Time for Reflection

– in the Scottish Parliament on 25 October 2022.

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Photo of Alison Johnstone Alison Johnstone Green

Good afternoon. The first item of business is time for reflection. Our time for reflection leader is the Rev David J Nixon, associate pastor at the Carrubbers Christian Centre.

The Rev David J Nixon (Carrubbers Christian Centre):

Thank you for this opportunity to share a reflection.

For 140 years, Carrubbers church has stood halfway up the Royal Mile. Today, our mission remains the same: to see lives transformed by the good news of Jesus Christ.

A few weeks ago, our city bore witness to the funeral procession of Queen Elizabeth II. It was a solemn moment. We stood at our church doors watching her coffin being driven past, followed by King Charles III on foot. Over the following days, thousands formed the phenomenon known as “the queue”. People queued for miles—overnight—for a few moments to pay their respects.

In interviews, many testified that they felt magnetically drawn to join the queue. It seems that people felt the need to be lifted out of their ordinary daily grind to become part of a historic national event. One journalist reflected:

The Queue wasn’t just about grief, but our deep need to be part of something bigger”.

That is because, deep in the human heart and psyche, we have a longing to be part of a bigger story—more than working 9 to 5 and living for the holidays.

The Queen was a Christian. She regularly testified in her Christmas messages that she believed that her life was part of God’s bigger story, because she served a higher king: Jesus, the son of God and king of kings.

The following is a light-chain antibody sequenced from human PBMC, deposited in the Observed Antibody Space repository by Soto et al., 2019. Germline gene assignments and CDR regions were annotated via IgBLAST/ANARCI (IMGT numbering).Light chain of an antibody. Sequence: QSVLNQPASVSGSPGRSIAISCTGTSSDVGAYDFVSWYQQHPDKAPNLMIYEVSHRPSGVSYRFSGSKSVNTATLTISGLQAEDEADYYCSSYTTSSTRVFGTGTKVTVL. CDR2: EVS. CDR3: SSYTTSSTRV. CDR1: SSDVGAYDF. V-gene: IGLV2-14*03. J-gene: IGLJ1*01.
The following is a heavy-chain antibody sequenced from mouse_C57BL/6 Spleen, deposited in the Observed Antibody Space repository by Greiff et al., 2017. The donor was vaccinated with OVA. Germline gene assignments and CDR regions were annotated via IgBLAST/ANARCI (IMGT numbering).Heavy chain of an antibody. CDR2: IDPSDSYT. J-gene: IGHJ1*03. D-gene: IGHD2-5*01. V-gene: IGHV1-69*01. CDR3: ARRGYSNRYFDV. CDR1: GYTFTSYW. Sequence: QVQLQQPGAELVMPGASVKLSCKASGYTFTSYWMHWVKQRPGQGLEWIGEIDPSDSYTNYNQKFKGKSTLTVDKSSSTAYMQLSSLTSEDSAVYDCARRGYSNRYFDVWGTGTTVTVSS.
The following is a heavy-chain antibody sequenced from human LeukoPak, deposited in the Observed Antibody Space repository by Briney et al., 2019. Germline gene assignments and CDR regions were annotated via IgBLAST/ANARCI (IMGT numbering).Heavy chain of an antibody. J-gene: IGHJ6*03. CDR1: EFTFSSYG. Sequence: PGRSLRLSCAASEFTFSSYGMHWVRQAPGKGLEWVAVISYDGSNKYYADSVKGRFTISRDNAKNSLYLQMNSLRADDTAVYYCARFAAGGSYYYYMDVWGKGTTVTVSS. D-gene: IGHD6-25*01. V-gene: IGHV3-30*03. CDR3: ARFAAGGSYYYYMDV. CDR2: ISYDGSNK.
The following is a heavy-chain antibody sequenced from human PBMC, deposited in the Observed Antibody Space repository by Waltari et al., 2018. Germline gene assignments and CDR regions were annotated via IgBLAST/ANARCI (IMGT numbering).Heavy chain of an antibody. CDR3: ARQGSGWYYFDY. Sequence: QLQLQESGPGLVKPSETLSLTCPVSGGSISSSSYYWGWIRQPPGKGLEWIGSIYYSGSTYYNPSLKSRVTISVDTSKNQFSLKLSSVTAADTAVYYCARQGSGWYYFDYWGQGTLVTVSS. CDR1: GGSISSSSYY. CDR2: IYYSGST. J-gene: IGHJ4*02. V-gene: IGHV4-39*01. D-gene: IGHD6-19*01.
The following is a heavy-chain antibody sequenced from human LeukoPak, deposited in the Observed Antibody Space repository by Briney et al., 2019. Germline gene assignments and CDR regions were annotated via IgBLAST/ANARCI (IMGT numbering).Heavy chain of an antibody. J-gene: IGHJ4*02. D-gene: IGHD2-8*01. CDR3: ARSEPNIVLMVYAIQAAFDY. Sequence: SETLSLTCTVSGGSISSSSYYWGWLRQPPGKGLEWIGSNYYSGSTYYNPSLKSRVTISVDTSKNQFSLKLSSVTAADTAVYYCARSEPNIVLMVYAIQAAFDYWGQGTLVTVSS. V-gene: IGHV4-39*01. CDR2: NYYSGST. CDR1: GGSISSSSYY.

People often ask me why, if this world is God’s story, it is more a horror story than a happy story. The Bible says that it is because God’s creatures have stolen the divine author’s pen as we seek to author our own stories and destinies instead. In the process, we have left a mess across the pages of history.

Nevertheless, God looked down on our confusion and chaos, misery and meaninglessness, injustice and inhumanity, and, because he loves us, could not remain at comfortable distance from it. So, Jesus wrote himself into this world’s story—he became one of us, suffered among us, died on the cross for us and our sins, and rose again from the dead to show that evil need not have the last word in any of our lives. That is why the Bible promises:

“For God so loved the world that He gave us His Son, so that whoever trusts in Him should not perish but have eternal life”.

It is my prayer that, this winter, as we face many challenges and anxieties, many will find fresh hope and help in the true story of Jesus.